Brock University’s Lissa Paul has spent countless hours examining archives in four countries to track down information on a woman who died nearly 180 years ago.
For many years, the Faculty of Education professor has been drawn to the story of Eliza Fenwick (1766-1840), an educator and author who Paul believes helped shape Canada as we know it.
She says Fenwick’s story, although largely forgotten, “speaks to what we still want: financial and social security and a place to call home. And it speaks to the kind of country that Canada has become: a welcoming place.”
In her latest book, Eliza Fenwick: Early Modern Feminist, Paul traces Fenwick’s journey from being a writer in England to running a girls’ school in what is now Niagara-on-the-Lake and serving as mistress of the Boys Boarding House for Upper Canada College in Toronto at the end of her career.
“What I try to show in the book is that she is an early-modern feminist, but I think she also stands as a Canadian heroine,” said Paul. “She was living what we now see as the immigrant’s dream of establishing a life for herself and her family when she had nothing with which to support herself except her own intelligence, her own skill at networking and her own drive.”
A talented writer, Fenwick wrote 10 books during the 1790s and early 1800s, including edited collections for children and one published novel for adults.
“As a children’s literature specialist, I first encountered Fenwick a long time ago, in her 1805 product-placement novel Visits to the Juvenile Library,” said Paul.
Fenwick was well connected with some of the most famous authors and figures of the period, including William Godwin, Samuel Taylor Coleridge, William Blake and William and Dorothy Wordsworth. As a friend of Mary Wollstonecraft, Fenwick attended the birth of her daughter Mary (later Shelley) and cared for Wollstonecraft as she died of septicaemia following her daughter’s birth.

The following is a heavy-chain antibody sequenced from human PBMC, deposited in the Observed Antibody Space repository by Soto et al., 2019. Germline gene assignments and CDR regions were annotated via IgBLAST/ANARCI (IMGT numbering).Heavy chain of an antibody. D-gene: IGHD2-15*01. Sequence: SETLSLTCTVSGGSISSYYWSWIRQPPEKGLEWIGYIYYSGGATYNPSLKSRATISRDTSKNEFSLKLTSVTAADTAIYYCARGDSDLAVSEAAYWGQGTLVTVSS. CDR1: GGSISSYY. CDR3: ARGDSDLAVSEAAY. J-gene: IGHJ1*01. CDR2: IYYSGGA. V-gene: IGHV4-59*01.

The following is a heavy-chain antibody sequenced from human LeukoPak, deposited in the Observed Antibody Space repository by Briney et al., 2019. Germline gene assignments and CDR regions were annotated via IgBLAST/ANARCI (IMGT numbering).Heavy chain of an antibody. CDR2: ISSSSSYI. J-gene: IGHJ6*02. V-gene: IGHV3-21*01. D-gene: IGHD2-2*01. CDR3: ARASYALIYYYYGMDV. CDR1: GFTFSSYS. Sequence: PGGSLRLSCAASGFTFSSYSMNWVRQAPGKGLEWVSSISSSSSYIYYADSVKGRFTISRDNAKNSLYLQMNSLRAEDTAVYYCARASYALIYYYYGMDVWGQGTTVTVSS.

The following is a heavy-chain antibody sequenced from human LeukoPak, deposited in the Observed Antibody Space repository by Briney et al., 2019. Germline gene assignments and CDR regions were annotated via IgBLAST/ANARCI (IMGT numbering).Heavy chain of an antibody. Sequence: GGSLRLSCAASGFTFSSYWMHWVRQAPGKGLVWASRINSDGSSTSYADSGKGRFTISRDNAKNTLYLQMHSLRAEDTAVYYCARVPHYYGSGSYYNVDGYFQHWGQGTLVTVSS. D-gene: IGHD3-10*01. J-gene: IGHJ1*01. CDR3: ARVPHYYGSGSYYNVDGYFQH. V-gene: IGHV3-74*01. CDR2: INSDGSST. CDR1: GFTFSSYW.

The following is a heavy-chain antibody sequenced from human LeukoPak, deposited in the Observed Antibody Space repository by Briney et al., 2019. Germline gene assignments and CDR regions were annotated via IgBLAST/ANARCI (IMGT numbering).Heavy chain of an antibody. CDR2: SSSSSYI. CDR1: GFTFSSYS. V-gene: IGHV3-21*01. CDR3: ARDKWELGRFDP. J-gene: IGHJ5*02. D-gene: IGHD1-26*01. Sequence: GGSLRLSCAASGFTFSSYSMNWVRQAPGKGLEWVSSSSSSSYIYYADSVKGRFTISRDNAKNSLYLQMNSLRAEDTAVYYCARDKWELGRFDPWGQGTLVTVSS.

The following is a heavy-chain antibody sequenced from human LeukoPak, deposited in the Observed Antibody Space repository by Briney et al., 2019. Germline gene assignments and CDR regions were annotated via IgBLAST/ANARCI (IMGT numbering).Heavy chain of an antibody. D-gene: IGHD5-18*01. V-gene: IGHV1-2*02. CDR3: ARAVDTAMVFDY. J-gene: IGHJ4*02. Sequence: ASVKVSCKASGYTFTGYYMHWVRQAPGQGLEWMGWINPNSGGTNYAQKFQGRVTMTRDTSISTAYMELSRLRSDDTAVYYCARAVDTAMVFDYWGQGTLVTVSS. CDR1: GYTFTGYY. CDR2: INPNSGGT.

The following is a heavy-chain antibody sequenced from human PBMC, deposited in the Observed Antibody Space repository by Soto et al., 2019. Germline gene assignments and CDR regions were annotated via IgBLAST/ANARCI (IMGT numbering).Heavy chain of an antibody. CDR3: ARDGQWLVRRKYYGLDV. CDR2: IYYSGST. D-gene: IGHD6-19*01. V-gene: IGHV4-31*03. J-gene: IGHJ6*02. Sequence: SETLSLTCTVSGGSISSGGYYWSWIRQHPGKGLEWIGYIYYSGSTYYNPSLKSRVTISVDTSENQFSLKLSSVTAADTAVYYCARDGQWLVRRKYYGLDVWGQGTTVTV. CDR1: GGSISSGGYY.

“She knew everybody who was anybody in radical London of the period, when modern democracy was being conceived, slavery was being abolished, feminism was being invented and when education was undergoing radical shifts,” said Paul.
Despite her well-known peers, Fenwick largely disappeared from public records after leaving England. Paul spoke of following Fenwick’s trail, taking “deep dives” through numerous archival resources in Canada, the U.k., U.S. and Barbados.
“When I was looking for her, I wasn’t too sure what I was going to find, or how I was going to find it,” said Paul, whose work on Fenwick was funded by the Social Sciences and Humanities Research Council (SSHRC).
Following a series of fragmentary clues, Paul eventually found herself at the New York Historical Society reading a set of unreferenced and unindexed letters by Fenwick written from Niagara and Toronto to American friends. In her letters, Fenwick describes Canada as a hospitable place.
Paul described Fenwick as a dedicated educator who promoted her schools as being places where every child could learn and improve, reflecting modern ideas of differentiated instruction used today.
As an abolitionist and proto-feminist, Fenwick believed strongly in the importance of education for all. She saw education as a form of freedom and “believed in liberation through literacy,” explained Paul. “That was one of her fundamental goals.”
On a personal level, Paul was drawn to Fenwick’s writing, her approach to education and her persistence in the face of the challenges that led her from England to Canada via Barbados, New Haven and New York.
Fenwick’s husband left the family, leaving her to support two children at a time when women had limited economic opportunities. In search of financial security, Fenwick wrote, worked as a governess and eventually moved to Barbados to start a school for wealthy girls with her daughter. After her daughter’s death in 1828, Fenwick moved with her grandchildren from New York to Niagara-on-the-Lake to start a school with Mary Breakenridge, a member of the influential Baldwin family.
One of the most significant outcomes of Paul’s research into Fenwick was her discovery that the existing microfilms of the Barbados Mercury Gazette (1789-1839) were literally crumbling apart. This led her to develop and participate in a British Library Endangered Archives Programme Grant to save this valuable resource and make it available to future researchers.